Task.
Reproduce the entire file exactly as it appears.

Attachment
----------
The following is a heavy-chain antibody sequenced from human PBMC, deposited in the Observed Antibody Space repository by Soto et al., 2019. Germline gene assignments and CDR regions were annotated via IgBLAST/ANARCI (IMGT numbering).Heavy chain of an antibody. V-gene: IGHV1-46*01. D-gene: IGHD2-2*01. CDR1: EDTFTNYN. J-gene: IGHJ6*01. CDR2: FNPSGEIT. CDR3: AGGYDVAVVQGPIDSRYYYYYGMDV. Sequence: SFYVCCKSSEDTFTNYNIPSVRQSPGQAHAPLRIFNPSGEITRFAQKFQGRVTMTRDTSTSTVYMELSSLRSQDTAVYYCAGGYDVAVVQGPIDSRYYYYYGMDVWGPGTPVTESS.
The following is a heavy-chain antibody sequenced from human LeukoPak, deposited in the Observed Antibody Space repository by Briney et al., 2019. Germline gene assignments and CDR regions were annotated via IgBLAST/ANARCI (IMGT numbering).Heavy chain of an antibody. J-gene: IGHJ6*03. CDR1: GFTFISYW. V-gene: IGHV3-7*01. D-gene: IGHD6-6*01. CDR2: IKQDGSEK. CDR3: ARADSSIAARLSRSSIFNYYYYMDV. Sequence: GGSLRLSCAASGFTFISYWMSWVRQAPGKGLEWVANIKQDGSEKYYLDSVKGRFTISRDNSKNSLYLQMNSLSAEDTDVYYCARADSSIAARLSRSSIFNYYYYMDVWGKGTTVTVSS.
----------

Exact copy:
The following is a heavy-chain antibody sequenced from human PBMC, deposited in the Observed Antibody Space repository by Soto et al., 2019. Germline gene assignments and CDR regions were annotated via IgBLAST/ANARCI (IMGT numbering).Heavy chain of an antibody. V-gene: IGHV1-46*01. D-gene: IGHD2-2*01. CDR1: EDTFTNYN. J-gene: IGHJ6*01. CDR2: FNPSGEIT. CDR3: AGGYDVAVVQGPIDSRYYYYYGMDV. Sequence: SFYVCCKSSEDTFTNYNIPSVRQSPGQAHAPLRIFNPSGEITRFAQKFQGRVTMTRDTSTSTVYMELSSLRSQDTAVYYCAGGYDVAVVQGPIDSRYYYYYGMDVWGPGTPVTESS.
The following is a heavy-chain antibody sequenced from human LeukoPak, deposited in the Observed Antibody Space repository by Briney et al., 2019. Germline gene assignments and CDR regions were annotated via IgBLAST/ANARCI (IMGT numbering).Heavy chain of an antibody. J-gene: IGHJ6*03. CDR1: GFTFISYW. V-gene: IGHV3-7*01. D-gene: IGHD6-6*01. CDR2: IKQDGSEK. CDR3: ARADSSIAARLSRSSIFNYYYYMDV. Sequence: GGSLRLSCAASGFTFISYWMSWVRQAPGKGLEWVANIKQDGSEKYYLDSVKGRFTISRDNSKNSLYLQMNSLSAEDTDVYYCARADSSIAARLSRSSIFNYYYYMDVWGKGTTVTVSS.